manager was telling him was a lie--a lie from beginning to end.
Varenukha had never gone to Pushkino, and Stepa had never been there
either. There was no drunken telegraphist, no broken glass in the bar and
Stepa had not been hauled away with ropes-- none of it had ever happened.
As soon as Rimsky felt sure that his colleague was lying to him, a
feeling of terror crawled over his body, beginning with his feet and for the
second time he had the weird feeling that a kind of malarial damp was oozing
across the floor. The house manager was sitting in a curious hunched
attitude in the armchair, trying constantly to stay in the shadow of the
blue-shaded table lamp and ostensibly shading his eyes from the light with a
folded newspaper. Without taking his eyes off Varenukha for a moment,
Rimsky's mind was working furiously to unravel this new mystery. Why should
the man be lying to him at this late hour in the totally empty and silent
building? Slowly a consciousness of danger, of an unknown but terrible
danger took hold of Rimsky. Pretending not to notice Varenukha's fidgeting
and tricks with the newspaper, the treasurer concentrated on his face,
scarcely listening to what he was saying. There was something else that
Rimsky found even more sinister than this slanderous and completely bogus
yarn about the goings-on in Pushkino, and that something was a change in the
house manager's appearance and manner.
However hard Varenukha tried to pull down the peak of his cap to shade
his face and however much he waved the newspaper, Rimsky managed to discern
an enormous bruise that covered most of the right side of his face, starting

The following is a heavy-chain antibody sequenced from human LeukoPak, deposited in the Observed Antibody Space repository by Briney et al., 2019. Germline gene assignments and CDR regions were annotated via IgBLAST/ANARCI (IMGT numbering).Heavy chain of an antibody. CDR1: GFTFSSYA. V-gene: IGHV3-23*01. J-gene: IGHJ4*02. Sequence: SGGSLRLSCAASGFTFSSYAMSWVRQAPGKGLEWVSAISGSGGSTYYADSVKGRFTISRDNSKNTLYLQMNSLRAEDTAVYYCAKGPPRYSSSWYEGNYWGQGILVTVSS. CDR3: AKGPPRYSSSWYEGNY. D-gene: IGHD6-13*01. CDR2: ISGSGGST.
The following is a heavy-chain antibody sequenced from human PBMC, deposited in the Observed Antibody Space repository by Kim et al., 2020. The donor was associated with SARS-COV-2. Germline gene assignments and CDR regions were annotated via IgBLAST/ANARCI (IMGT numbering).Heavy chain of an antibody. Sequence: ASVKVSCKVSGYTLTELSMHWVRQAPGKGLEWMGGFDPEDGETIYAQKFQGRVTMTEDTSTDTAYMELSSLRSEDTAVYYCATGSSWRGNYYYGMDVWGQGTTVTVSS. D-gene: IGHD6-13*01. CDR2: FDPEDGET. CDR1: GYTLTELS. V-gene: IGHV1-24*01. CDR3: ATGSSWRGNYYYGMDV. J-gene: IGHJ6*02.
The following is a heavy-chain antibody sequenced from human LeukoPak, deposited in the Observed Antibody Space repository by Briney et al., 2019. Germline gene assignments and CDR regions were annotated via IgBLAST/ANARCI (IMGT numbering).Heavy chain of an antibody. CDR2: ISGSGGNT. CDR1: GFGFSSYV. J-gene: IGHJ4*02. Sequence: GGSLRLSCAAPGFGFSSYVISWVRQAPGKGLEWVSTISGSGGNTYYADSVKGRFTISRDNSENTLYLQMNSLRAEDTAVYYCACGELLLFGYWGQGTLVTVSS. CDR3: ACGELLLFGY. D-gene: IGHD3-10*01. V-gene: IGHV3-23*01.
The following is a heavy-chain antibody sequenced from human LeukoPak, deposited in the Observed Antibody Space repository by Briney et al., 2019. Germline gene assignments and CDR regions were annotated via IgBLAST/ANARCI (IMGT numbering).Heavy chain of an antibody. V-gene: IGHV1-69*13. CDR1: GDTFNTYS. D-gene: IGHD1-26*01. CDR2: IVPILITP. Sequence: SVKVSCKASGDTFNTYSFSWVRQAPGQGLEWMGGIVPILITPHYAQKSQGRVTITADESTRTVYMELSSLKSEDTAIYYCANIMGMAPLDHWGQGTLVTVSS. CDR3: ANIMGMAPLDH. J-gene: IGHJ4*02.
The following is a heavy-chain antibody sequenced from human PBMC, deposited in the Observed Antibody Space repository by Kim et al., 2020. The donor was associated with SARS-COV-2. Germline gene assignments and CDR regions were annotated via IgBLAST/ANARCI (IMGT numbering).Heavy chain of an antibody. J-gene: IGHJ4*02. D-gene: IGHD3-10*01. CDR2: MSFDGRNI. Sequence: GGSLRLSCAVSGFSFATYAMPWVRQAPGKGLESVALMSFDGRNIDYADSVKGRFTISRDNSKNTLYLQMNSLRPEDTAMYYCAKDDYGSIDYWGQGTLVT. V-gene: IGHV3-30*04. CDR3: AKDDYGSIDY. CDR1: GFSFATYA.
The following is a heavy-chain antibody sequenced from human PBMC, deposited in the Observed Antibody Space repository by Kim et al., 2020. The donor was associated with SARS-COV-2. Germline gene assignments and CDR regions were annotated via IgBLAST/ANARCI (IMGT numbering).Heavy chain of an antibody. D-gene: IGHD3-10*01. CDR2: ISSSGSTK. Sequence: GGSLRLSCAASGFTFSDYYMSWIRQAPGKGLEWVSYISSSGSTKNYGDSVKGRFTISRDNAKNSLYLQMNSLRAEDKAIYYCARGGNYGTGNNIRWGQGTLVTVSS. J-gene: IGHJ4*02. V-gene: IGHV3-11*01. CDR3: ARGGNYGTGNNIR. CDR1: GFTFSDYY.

at his nose. What was more, this normally ruddy-cheeked man now had an
unhealthy chalky pallor and although the night was hot, he was wearing an
old-fashioned striped cravat tied round his neck. If one added to this his
newly acquired and repulsive habit of sucking his teeth, a distinct lowering
and coarsening of his tone of voice and the furtive, shifty look in his
eyes, it was safe to say that Ivan Savye-lich Varenukha was unrecognisable.
Something even more insistent was worrying Rimsky, but he could not put
his finger on it however much he racked his brain or stared at Varenukha. He
was only sure of one thing--that there was something peculiar and unnatural
in the man's posture in that familiar chair.
' Well, finally they overpowered him and shoved him into a car,' boomed
Varenukha, peeping from under the newspaper and covering his bruise with his
Rimsky suddenly stretched out his arm and with an apparently unthinking
gesture of his palm pressed the button of an electric bell, drumming his
fingers as he did so. His heart sank. A loud ringing should have been heard
instantly throughout the building --but nothing happened, and the bell-push
merely sank lifelessly into the desktop. The warning system was out of
Rimsky's cunning move did not escape Varenukha, who scowled and said
with a clear flicker of hostility in his look :
' Why did you ring? '
' Oh, I just pressed it by mistake, without thinking,' mumbled Rimsky,
pulling back his hand and asked in a shaky voice :
' What's that on your face? '
' The car braked suddenly and I hit myself on the door-handle,' replied
Varenukha, averting his eyes.
' He's lying!' said Rimsky to himself. Suddenly his eyes gaped with
utter horror and he pressed himself against the back of his chair.
On the floor behind Varenukha's chair lay two intersecting shadows, one
thicker and blacker than the other. The shadows cast by the back of the
chair and its tapering legs were clearly visible, but above the shadow of
the chairback there was no shadow or' Varenukha's head, just as there was no
shadow of his feet to be seen under the chairlegs.
' He throws no shadow! ' cried Rimsky in a silent shriek of despair. He
Following Rimsky's horrified stare Varenukha glanced furtively round
behind the chairback and realised that he had been found out. He got up
(Rimsky did the same) and took a pace away from the desk, clutching his
' You've guessed, damn you! You always were clever,' said Varenukha
smiling evilly right into Rimsky's face. Then he suddenly leaped for the
door and quickly pushed down the latch-button on the lock. The treasurer
looked round in desperation, retreated towards the window that gave on to